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His energy bill is $0.00

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Strizki understands that few people can afford to pay hundreds of thousands of dollars for clean energy. Now that he's demonstrated his idea works, his goal is to make the system better and less expensive. (For example, the 10 propane tanks could be replaced by one high-pressure hydrogen tank buried underground.) With mass production, he believes he could get the price of the system, not including the solar panels, down to about $50,000. (A new solar panel system can cost as much as $80,000, Strizki says, but some states, including New Jersey, have offered rebates that cover up to 70 percent of the cost.) Strizki is seeking government grants and private donors for funding, and he's started a company, Renewable Energy International, which he hopes will one day market his product. He says he's already heard from potential customers: "We've been called by some A-list Hollywood types interested in powering their islands."

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Hydrogen hurdles

Strizki's project proves that carbon-free living is possible right now, but renewable-energy experts are skeptical that hydrogen houses with hydrogen-run cars in the driveway will catch on anytime soon.

"There's no way your average person is going to want to buy five expensive pieces of hardware," says Joseph Romm, a former Department of Energy official who analyzed clean-energy technologies during the Clinton administration.

In addition to the high cost of the equipment, there's another huge hurdle that must be overcome if hydrogen is to become a viable clean energy: Although hydrogen is the most abundant element in the universe, it doesn't exist alone in nature; you can't just bottle it up.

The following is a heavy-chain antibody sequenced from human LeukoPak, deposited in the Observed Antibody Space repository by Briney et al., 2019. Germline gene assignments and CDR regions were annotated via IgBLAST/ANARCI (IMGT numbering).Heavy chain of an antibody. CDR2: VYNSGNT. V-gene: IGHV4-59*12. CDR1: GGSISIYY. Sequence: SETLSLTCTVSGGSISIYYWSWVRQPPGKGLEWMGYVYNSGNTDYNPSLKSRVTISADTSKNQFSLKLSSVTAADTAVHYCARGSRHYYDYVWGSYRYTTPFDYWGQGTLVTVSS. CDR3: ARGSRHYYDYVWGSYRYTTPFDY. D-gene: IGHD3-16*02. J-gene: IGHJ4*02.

To get at hydrogen, it must be processed from another source, such as natural gas, oil, coal, or water. According to the National Hydrogen Association, 95 percent of the hydrogen produced in the United States is made through steam reforming natural gas – a process that releases greenhouse gases into the air.

Strizki's method for making hydrogen is totally clean, but suffers from a different problem: Electrolyzers are only 50 percent efficient. By the time the electricity from his solar panels is converted into hydrogen, and the hydrogen converted back into electricity in the fuel cell, half of the clean energy he started with is used up.

Mr. Romm thinks it's a waste. That electricity would do more good toward reducing pollution if it was sent into the main power grid to displace other energy, he says. "[Strizki's system] doesn't get you that much environmentally," he says.

Romm is an advocate for clean-energy use – in recent books and articles he advocates a sharp cut in greenhouse-gas emissions within 10 years – but he's characterized hydrogen as an overhyped distraction that isn't ready yet to help toward that goal. He supports continued hydrogen research, but other technologies that are more developed could help the Earth much more and much sooner, he says.

Not ready for prime time

Robert Boehm, director of the Center for Energy Research at the University of Nevada, Las Vegas, has studied renewable energy for the past 35 years. His reaction to Strizki's home project is tempered.

"Does it make sense in the present environment? Probably not. Does it make sense as a sustainable thing in the future? It very well could," Dr. Boehm says.

Boehm predicts that it will be at least a decade before hydrogen energy is ready for the mainstream, and then only if enough money is put into research and development.

"In any of these new technologies, they need a lot of government support," he says.

Boehm sees the most immediate potential for a system like Strizki's in places far from a power grid, where selling renewable energy back to a power company is not an option.

Strizki isn't dissuaded by criticisms that his system is too expensive or too inefficient to be practical. He's determined to push technology ahead toward an end goal – totally clean energy – and he sees renewable hydrogen as the best solution.

"It's the way that makes the most sense, and we have to start somewhere," he says. "If you look at it, no one has said what I'm doing doesn't work."

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